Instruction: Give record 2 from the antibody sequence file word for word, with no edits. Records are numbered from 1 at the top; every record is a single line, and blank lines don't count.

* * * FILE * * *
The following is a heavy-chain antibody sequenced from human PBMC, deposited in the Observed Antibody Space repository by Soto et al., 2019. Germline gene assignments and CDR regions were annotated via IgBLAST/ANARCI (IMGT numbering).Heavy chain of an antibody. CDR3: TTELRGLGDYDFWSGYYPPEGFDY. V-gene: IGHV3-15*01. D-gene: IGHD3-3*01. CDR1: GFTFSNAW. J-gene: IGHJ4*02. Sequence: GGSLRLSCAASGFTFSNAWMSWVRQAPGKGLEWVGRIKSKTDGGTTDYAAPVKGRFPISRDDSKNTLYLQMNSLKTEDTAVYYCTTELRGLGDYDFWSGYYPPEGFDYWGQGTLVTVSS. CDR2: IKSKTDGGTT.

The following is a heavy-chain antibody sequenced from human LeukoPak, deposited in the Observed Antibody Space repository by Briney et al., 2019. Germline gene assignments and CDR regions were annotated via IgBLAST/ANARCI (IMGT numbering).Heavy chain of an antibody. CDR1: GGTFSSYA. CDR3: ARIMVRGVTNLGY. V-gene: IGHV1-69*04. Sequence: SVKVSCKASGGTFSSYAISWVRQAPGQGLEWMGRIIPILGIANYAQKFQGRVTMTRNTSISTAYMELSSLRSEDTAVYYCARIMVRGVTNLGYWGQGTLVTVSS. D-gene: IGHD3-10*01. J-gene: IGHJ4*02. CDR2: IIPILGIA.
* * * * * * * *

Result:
The following is a heavy-chain antibody sequenced from human LeukoPak, deposited in the Observed Antibody Space repository by Briney et al., 2019. Germline gene assignments and CDR regions were annotated via IgBLAST/ANARCI (IMGT numbering).Heavy chain of an antibody. CDR1: GGTFSSYA. CDR3: ARIMVRGVTNLGY. V-gene: IGHV1-69*04. Sequence: SVKVSCKASGGTFSSYAISWVRQAPGQGLEWMGRIIPILGIANYAQKFQGRVTMTRNTSISTAYMELSSLRSEDTAVYYCARIMVRGVTNLGYWGQGTLVTVSS. D-gene: IGHD3-10*01. J-gene: IGHJ4*02. CDR2: IIPILGIA.